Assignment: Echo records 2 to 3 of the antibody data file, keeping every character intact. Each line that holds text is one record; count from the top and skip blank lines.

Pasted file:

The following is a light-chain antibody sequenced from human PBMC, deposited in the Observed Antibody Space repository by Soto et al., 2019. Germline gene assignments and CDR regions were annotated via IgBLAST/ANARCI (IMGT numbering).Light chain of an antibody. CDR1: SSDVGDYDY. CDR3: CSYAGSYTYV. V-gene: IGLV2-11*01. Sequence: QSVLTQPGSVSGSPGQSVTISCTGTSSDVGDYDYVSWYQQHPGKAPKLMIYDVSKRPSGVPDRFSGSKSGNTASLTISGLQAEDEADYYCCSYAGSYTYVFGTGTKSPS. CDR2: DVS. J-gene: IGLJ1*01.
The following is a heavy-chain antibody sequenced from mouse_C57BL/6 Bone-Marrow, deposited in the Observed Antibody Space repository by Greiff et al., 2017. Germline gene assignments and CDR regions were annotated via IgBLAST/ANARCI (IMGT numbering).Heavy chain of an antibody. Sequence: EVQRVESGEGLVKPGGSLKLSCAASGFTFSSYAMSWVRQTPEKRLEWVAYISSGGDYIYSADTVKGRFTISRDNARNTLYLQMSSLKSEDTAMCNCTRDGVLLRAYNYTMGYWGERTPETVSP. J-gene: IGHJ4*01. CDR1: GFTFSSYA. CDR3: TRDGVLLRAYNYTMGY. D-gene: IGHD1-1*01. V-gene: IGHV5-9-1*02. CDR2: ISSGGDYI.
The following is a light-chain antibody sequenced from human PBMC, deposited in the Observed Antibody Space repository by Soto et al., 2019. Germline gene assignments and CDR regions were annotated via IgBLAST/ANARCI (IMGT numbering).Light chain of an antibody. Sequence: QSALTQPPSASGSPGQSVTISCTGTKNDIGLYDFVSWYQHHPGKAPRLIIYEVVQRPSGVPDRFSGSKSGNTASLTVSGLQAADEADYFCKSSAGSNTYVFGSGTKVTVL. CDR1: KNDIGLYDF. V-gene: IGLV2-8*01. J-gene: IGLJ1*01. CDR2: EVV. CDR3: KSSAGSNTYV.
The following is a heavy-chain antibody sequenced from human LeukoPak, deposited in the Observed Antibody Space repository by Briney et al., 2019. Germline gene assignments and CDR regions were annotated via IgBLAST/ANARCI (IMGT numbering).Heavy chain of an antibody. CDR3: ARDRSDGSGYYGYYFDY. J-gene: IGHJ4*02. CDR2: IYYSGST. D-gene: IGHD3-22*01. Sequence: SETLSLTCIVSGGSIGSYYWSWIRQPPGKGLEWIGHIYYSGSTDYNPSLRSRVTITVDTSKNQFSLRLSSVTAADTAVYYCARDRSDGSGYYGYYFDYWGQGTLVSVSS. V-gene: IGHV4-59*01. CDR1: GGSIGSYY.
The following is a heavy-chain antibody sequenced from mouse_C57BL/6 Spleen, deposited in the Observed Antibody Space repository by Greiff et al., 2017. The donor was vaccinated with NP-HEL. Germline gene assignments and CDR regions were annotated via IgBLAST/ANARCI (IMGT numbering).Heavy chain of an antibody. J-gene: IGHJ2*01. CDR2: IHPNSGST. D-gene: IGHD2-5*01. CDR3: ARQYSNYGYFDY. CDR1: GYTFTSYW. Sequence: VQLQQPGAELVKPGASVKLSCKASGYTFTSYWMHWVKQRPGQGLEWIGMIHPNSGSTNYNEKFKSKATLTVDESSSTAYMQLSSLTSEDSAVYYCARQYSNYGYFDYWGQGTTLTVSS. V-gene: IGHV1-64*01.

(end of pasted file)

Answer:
The following is a heavy-chain antibody sequenced from mouse_C57BL/6 Bone-Marrow, deposited in the Observed Antibody Space repository by Greiff et al., 2017. Germline gene assignments and CDR regions were annotated via IgBLAST/ANARCI (IMGT numbering).Heavy chain of an antibody. Sequence: EVQRVESGEGLVKPGGSLKLSCAASGFTFSSYAMSWVRQTPEKRLEWVAYISSGGDYIYSADTVKGRFTISRDNARNTLYLQMSSLKSEDTAMCNCTRDGVLLRAYNYTMGYWGERTPETVSP. J-gene: IGHJ4*01. CDR1: GFTFSSYA. CDR3: TRDGVLLRAYNYTMGY. D-gene: IGHD1-1*01. V-gene: IGHV5-9-1*02. CDR2: ISSGGDYI.
The following is a light-chain antibody sequenced from human PBMC, deposited in the Observed Antibody Space repository by Soto et al., 2019. Germline gene assignments and CDR regions were annotated via IgBLAST/ANARCI (IMGT numbering).Light chain of an antibody. Sequence: QSALTQPPSASGSPGQSVTISCTGTKNDIGLYDFVSWYQHHPGKAPRLIIYEVVQRPSGVPDRFSGSKSGNTASLTVSGLQAADEADYFCKSSAGSNTYVFGSGTKVTVL. CDR1: KNDIGLYDF. V-gene: IGLV2-8*01. J-gene: IGLJ1*01. CDR2: EVV. CDR3: KSSAGSNTYV.